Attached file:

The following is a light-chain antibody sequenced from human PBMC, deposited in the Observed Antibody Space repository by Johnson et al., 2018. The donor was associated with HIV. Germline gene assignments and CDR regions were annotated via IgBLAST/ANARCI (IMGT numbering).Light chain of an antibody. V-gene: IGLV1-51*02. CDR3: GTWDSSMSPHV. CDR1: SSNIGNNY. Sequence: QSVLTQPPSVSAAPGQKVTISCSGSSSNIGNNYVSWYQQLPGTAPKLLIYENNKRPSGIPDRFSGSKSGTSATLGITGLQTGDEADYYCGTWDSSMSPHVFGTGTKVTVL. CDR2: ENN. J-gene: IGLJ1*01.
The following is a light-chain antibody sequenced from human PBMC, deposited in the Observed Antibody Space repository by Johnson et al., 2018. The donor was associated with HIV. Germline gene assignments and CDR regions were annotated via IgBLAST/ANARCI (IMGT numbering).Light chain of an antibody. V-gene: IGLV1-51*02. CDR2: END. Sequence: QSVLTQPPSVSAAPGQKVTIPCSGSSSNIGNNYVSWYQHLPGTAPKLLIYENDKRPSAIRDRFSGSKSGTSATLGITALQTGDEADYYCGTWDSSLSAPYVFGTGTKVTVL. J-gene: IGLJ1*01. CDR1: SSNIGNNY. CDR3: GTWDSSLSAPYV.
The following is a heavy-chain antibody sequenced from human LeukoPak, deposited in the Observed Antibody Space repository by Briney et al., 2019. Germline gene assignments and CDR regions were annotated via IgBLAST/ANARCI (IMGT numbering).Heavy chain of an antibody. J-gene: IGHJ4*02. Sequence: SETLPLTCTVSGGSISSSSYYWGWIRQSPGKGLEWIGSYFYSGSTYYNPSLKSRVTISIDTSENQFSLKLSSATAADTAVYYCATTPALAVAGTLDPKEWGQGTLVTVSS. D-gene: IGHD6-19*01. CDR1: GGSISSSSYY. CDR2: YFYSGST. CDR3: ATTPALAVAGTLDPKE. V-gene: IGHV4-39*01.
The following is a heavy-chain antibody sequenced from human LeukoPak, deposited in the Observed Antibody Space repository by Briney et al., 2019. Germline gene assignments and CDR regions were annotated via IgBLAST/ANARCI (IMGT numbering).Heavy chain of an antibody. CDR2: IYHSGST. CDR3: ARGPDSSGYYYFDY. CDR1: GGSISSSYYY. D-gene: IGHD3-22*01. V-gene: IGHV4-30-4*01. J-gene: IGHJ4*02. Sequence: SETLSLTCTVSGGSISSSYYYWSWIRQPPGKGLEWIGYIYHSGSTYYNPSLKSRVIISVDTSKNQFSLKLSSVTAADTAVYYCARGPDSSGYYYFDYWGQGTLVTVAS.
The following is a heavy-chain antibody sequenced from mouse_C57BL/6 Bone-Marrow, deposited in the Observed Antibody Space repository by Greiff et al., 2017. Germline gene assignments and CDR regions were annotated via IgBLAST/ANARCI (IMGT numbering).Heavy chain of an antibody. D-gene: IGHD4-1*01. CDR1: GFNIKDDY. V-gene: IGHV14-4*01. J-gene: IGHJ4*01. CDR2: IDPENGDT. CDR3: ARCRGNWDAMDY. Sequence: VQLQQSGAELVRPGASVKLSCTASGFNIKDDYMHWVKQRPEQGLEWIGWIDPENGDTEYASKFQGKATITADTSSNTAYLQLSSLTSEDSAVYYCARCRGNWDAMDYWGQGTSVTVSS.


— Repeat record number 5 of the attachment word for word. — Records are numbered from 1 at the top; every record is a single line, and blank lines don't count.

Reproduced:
The following is a heavy-chain antibody sequenced from mouse_C57BL/6 Bone-Marrow, deposited in the Observed Antibody Space repository by Greiff et al., 2017. Germline gene assignments and CDR regions were annotated via IgBLAST/ANARCI (IMGT numbering).Heavy chain of an antibody. D-gene: IGHD4-1*01. CDR1: GFNIKDDY. V-gene: IGHV14-4*01. J-gene: IGHJ4*01. CDR2: IDPENGDT. CDR3: ARCRGNWDAMDY. Sequence: VQLQQSGAELVRPGASVKLSCTASGFNIKDDYMHWVKQRPEQGLEWIGWIDPENGDTEYASKFQGKATITADTSSNTAYLQLSSLTSEDSAVYYCARCRGNWDAMDYWGQGTSVTVSS.